Sanford may soon sell its Tauranga pelagic business

New Zealand-based seafood company Sanford says it has entered into a conditional agreement to sell its Tauranga pelagic business to local company Pelco NZ Ltd.

Assets to be included in the potential sale include three purse seine fishing vessels, processing equipment, and pelagic quota in Fisheries Management Area 1, Sanford said in a 19 November press release. The deal would see Sanford’s overall quota holding under New Zealand’s Quota Management System fall from 22 percent to approximately 19 percent of the total volume available for commercial catch, according to the company. 

Both Sanford and Pelco are working together to minimize the possible impact to the number of jobs in Tauranga that may fluctuate as a result of the transaction, Sanford CEO Volker Kuntzsch said.

“We know that if the assets are transferred, Pelco will be looking to hire staff or contract fishers who can support the business. This is a significant consideration for us, as is our view that Pelco is a well-run family company with values similar to ours. We have dealt with them for many years and have always found them to operate with utmost integrity,” Kuntzsch said. 

A sale of its pelagic business would align with Sanford’s strategy of focusing on value, Kuntzsch added.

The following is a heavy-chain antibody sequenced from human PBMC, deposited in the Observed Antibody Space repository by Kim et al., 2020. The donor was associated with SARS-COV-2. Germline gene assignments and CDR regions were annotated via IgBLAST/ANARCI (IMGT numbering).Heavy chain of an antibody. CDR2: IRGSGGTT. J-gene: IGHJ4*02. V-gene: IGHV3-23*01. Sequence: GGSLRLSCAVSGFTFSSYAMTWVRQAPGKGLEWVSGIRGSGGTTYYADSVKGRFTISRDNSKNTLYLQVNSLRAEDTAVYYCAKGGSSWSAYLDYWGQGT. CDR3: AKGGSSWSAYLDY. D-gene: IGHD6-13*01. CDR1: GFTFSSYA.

“Strategically, we are concentrating on areas that lend themselves to consumer-centric innovation and branding, while Pelco will benefit from economies of scale. We believe that if this deal goes ahead, it will create more value for both companies and New Zealand as a whole. It then frees up capital to allow us to invest in areas that are a stronger strategic fit,” he said. 

For Pelco, the potential acquisition could stand to benefit not just the company, but also the Bay of Plenty economy and New Zealand’s commercial fishing industry at large.

“We are a pelagic focused team and this is a great opportunity for us to grow,” Andy Rolleston, Pelco’s founder and managing director, said. “If this sale is agreed, we’re confident we’ll be able to do that while fishing sustainably, which is very important to us and Sanford. We have worked with them for many years and know their people well. If the sale is confirmed, we would hope to have positions to offer and would like to be able to welcome former Sanford staff who share our values.”

An announcement confirming the sale or otherwise is expected in a matter of weeks, the companies said. 

News regarding the possible sale of its Tauranga pelagic business comes just after Sanford posted its annual earnings report, which showed a net profit after tax for the company of NZD 42.3 million (USD 28.9 million, EUR 25.4 million), a 12.9 percent improvement over 2017. Sanford also saw its adjusted earnings before interest and tax (adjusted EBIT) increase by 1.5 percent to NZD 64.7 million (USD 44.3 million, EUR 38.8 million) in 2018.

The company also announced the death of a crewmember, Steffan Antony Stewart, who died aboard one of Sanford’s deepwater factory vessel, San Granit, on 14 November. Stewart’s death is currently being investigated by New Zealand's Transport Accident Investigation Commission.

Image courtesy of Sanford


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